Frontmatter is helpful and useful because it allows you to define metadata for your blog posts or pages in a structured way. This metadata can include things like the title, description, author, date, tags, and categories, among other things. So, you know when you start to write a new blog post, and you see this thing at the top of the page called 'attributes'? If you copy and then paste them into the top of your post, then they'll be included. If you want to know what they mean, and why they're important for your website; then this is what they do:

title: I like Bears

Mandatory. Quite simply this is the name, or title if you prefer, of your blog post. It's what readers will see when they look in your blog section of your blog.

Optional. This is the relative link of your blog page. If it's blank, then it will use the title to set this, which is what I suggest you do, unless you understand what you're doing here.

alias: 2012/01/02/cool-post.html

Optional. Ignore this unless you know what you're doing! If you or your readers are getting a 404 (page not found) error for a specific blog post, then you can put in the correct path to your page here, so that the 404 error goes away.

canonical_url: https://example.com/bears

Optional. Ignore this unless you know what you're doing! If you do use this with a URL, at the bottom of each post and page you’ll find a link called ‘view original’. There’s no way to remove this link, unless you remove this canonical-url frontmatter tag!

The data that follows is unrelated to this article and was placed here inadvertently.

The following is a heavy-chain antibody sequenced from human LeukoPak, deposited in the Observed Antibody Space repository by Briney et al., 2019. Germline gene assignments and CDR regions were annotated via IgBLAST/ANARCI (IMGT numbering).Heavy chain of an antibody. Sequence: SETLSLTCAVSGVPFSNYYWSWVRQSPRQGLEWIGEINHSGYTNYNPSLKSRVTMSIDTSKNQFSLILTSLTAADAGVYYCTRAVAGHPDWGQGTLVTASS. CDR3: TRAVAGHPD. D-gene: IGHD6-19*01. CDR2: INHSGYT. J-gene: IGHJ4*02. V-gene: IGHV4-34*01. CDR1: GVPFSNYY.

published_date: 2022-12-30

Optional. Defaults to now, so no need to do anything further with this. You want to post a blog page at a future date then enter the future date, in the YYYY-MM-DD format, and it shall be done.

is_page: false

Optional. Defaults to False, meaning that by default every post you create is a blog post. Read the section above for more information about the difference between a post and a page.

meta_description: Look for the bear necessities.

Optional. If you want search engines e.g. Google etc to know what your blog post is about, then you'd best fill this in. You have exactly 160 characters, and yes, each space and punctuation marks counts as a separate character. Want to write more than 160 characters? Of course you can, but nb every search engine will truncate it to be 160 characters long; so don't waste your time. The more descriptive this can be, the better.

meta_image: https://example.com/image.jpeg

Optional. When you share a blog post on either social media, or a messaging app then this is the image that will be included with your link.

lang: en

Optional. The language of the blog that you're writing.

tags: Bearblog, How-to, degoogle, review, tech

Optional. if you want hashtags at the end of your blog post, then add them in here. I suggest that you have a think about 10-15 hashtags that you want to use on your blog. The good thing with hashtags is that if a reader clicks on them it will show all blog posts containing the same hashtag. So, in my opinion this is a very useful thing to use.

make_discoverable: true

Optional. defaults to true. Want your blog post to be shown in the bear blog discovery feed then set this to be true.

So looking through the above, then I think you only need to have 3-4 of them for every blog post that you create, and they are:

All other front matter tags will, if necessary, be created automatically when you post your blog post. Logon to your bear blog account, and then click on Posts. On the right hand side of your screen, you'll see a button called 'edit template';Click on it. Copy over the frontmatter tags that you want at the start of every blogpost, add 3 underscores at the end of your list, and then click the save button. When you next go to start a new blog post, those tags will be pre-populated at the start of your blog post editing page.

I hope that you found this useful! I'll keep updating this page, as I come across anything else that I think would be useful to add.

#Bearblog #How-to